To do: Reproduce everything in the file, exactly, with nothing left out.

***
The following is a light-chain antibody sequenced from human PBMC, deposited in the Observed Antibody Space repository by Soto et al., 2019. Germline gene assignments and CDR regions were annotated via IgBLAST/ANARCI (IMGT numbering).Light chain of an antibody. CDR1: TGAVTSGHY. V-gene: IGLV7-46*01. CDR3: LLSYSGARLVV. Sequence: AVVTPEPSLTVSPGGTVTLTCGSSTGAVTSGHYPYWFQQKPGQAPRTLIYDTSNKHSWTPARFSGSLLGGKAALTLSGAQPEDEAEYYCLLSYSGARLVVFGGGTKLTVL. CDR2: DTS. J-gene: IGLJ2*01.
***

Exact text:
The following is a light-chain antibody sequenced from human PBMC, deposited in the Observed Antibody Space repository by Soto et al., 2019. Germline gene assignments and CDR regions were annotated via IgBLAST/ANARCI (IMGT numbering).Light chain of an antibody. CDR1: TGAVTSGHY. V-gene: IGLV7-46*01. CDR3: LLSYSGARLVV. Sequence: AVVTPEPSLTVSPGGTVTLTCGSSTGAVTSGHYPYWFQQKPGQAPRTLIYDTSNKHSWTPARFSGSLLGGKAALTLSGAQPEDEAEYYCLLSYSGARLVVFGGGTKLTVL. CDR2: DTS. J-gene: IGLJ2*01.